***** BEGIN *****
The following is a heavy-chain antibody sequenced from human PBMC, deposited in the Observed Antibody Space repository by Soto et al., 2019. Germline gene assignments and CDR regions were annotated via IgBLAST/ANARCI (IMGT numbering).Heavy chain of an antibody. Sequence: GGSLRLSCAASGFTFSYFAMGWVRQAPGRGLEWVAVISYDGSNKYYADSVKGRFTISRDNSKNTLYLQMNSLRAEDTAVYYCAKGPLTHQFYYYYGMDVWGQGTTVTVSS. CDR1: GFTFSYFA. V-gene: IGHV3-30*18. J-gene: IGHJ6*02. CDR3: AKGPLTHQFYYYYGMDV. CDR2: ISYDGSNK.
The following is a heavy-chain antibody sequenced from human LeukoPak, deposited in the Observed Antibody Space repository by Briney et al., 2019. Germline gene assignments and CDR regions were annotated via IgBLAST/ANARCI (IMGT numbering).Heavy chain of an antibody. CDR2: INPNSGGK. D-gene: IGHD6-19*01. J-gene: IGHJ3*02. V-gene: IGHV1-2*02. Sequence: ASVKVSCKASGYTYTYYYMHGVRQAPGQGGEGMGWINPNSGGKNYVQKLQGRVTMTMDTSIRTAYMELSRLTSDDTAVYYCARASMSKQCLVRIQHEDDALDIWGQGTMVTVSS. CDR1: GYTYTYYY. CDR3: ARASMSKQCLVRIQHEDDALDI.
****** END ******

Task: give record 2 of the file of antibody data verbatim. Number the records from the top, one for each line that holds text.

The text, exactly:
The following is a heavy-chain antibody sequenced from human LeukoPak, deposited in the Observed Antibody Space repository by Briney et al., 2019. Germline gene assignments and CDR regions were annotated via IgBLAST/ANARCI (IMGT numbering).Heavy chain of an antibody. CDR2: INPNSGGK. D-gene: IGHD6-19*01. J-gene: IGHJ3*02. V-gene: IGHV1-2*02. Sequence: ASVKVSCKASGYTYTYYYMHGVRQAPGQGGEGMGWINPNSGGKNYVQKLQGRVTMTMDTSIRTAYMELSRLTSDDTAVYYCARASMSKQCLVRIQHEDDALDIWGQGTMVTVSS. CDR1: GYTYTYYY. CDR3: ARASMSKQCLVRIQHEDDALDI.